Right to Information

Here is an editorial for the Express Tribune

Pakistan’s Constitution since 2010 recognises the right to information as a fundamental right. Yet, the legislature has yet to implement this constitutional clause and enact a law that is comprehensive and brings about the much-needed openness and transparency in executive decisions. A sub-committee of the Senate standing committee on information and broadcasting recently circulated a draft that seems to be a step in the right direction

The proposed RTI Bill is a welcome step towards improving access to information for the citizens of the country. The Bill proposes that every ministry, department and attached division of the federal government will appoint a person to provide required information to anyone who requests it. If no official is appointed, the responsibility lies with the secretary of the department or ministry. The appointed person would be bound by law to respond to the request for information within 21 days. In the event that information is denied, a reason must be provided, which can be challenged by the requester in the court of law.

While the Bill aims to make official records part of public records, it is constrained by the long list of documents it declares ‘off limits’. Most notably, information concerning defence planning, national security, law enforcement, investigative reports and tax records are exceptions. In addition, meeting records of banking companies, the Council of Common Interest, the National Economic Council and cabinet meetings will not be made public. The Bill also prohibits the release of any information, which may lead to hindrance to fair trials, violate intellectual property, endanger the life and property of a citizen, or cause damage to Pakistan’s interests internationally. Much ambiguity and loopholes can be detected in the proposed legislation that may enable the powerful bureaucracy to deny information.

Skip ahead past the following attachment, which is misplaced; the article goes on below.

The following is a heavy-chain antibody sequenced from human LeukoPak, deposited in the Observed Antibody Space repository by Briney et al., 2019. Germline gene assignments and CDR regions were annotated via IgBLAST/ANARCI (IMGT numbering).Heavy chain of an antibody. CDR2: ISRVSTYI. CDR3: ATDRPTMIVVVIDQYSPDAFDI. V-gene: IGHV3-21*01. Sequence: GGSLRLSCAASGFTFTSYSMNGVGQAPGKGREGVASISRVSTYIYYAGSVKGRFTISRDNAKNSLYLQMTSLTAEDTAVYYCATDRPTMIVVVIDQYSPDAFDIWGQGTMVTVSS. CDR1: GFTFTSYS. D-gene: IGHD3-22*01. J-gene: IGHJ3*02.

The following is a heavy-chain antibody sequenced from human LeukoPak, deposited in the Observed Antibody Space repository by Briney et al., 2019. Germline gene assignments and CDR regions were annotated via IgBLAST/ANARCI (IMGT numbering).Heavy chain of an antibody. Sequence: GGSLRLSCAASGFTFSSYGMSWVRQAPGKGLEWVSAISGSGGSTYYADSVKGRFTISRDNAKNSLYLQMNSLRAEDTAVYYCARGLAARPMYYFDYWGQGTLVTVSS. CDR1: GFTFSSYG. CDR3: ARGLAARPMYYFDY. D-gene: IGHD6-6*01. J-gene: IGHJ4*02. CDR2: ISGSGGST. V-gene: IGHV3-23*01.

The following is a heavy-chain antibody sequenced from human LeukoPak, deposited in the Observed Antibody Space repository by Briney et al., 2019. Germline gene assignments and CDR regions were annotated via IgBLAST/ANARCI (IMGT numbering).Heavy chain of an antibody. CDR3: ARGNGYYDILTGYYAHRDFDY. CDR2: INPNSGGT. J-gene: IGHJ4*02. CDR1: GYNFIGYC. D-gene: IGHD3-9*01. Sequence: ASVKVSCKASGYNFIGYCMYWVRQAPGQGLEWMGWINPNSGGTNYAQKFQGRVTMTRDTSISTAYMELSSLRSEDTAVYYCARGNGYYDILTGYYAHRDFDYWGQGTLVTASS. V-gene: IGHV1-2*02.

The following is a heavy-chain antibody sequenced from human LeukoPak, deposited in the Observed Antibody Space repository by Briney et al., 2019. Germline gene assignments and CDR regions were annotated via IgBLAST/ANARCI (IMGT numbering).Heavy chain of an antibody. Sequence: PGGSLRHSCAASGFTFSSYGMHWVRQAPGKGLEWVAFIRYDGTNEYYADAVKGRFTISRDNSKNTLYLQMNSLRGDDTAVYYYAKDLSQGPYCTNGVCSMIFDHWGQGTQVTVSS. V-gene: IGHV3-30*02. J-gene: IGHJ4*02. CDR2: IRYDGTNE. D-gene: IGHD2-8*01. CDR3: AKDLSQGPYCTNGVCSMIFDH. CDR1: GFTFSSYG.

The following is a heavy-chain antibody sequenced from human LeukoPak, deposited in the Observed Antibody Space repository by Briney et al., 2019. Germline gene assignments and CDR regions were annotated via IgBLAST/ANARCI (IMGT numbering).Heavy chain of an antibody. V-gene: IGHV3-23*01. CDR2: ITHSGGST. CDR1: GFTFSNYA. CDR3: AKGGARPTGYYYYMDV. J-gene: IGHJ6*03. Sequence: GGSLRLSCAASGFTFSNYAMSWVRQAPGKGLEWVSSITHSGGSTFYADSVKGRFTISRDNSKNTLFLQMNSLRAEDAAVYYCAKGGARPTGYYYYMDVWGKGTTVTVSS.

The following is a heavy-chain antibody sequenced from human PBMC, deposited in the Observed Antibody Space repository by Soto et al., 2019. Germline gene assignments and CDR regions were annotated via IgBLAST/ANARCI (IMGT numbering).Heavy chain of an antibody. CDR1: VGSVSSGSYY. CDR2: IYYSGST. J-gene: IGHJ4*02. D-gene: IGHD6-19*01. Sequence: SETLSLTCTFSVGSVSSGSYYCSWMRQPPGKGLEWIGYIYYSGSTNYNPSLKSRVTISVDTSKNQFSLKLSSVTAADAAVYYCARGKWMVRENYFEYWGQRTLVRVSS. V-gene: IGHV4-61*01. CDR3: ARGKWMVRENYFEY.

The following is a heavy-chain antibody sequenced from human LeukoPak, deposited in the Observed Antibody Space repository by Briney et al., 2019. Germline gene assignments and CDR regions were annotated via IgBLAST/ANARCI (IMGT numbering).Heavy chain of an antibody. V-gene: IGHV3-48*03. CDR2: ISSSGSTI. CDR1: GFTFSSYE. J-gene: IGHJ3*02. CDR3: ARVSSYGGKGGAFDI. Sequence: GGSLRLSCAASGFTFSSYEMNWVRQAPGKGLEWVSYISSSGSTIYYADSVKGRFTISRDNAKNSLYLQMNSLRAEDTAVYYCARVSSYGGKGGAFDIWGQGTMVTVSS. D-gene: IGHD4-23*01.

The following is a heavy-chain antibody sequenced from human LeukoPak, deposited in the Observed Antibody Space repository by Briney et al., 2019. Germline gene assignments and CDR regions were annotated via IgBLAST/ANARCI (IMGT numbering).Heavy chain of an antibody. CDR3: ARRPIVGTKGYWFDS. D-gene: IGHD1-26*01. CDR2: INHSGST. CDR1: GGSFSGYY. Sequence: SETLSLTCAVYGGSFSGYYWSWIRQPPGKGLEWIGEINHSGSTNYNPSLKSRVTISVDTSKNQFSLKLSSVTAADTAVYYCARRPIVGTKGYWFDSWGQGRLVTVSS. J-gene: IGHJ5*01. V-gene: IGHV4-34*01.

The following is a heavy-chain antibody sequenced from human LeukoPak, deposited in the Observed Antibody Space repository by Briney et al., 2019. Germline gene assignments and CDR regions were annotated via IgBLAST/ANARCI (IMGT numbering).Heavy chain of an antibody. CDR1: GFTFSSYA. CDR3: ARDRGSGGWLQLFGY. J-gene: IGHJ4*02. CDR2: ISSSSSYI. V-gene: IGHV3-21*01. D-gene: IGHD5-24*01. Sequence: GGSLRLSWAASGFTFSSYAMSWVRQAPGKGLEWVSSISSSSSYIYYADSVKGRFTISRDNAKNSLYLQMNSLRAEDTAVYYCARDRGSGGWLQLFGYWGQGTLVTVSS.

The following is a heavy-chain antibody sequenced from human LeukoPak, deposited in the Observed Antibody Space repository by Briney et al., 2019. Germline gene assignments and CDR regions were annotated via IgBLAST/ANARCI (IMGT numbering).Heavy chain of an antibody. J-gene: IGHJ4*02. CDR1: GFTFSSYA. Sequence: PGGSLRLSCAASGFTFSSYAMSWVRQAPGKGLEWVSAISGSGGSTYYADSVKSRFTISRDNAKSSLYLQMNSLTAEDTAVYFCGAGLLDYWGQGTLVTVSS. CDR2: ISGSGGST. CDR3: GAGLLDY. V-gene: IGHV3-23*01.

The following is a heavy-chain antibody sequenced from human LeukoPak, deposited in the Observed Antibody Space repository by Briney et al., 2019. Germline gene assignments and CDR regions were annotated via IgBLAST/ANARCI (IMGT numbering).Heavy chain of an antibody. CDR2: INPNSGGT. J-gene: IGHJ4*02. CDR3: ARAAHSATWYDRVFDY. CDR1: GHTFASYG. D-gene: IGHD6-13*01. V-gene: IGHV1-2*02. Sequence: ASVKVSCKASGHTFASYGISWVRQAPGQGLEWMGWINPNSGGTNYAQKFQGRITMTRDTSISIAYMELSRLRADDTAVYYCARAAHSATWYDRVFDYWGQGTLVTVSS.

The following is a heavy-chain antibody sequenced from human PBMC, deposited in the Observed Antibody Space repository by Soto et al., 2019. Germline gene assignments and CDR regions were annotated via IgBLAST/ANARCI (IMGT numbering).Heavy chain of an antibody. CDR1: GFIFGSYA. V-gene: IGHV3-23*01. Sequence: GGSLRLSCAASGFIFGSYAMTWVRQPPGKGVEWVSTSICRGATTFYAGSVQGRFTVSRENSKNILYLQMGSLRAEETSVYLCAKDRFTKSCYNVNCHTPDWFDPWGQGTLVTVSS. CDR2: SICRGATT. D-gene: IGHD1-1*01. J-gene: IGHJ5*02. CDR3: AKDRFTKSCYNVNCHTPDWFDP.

Pakistan should learn from India and Bangladesh where exceptions have been reduced. A federal law will not be enough to improve transparency. Provinces need to enact similar laws and there is a Punjab bill pending for enactment. It is hoped that the PML-N would make a fresh start and enact the bill in its stronghold, thereby setting an example for other provinces to follow.


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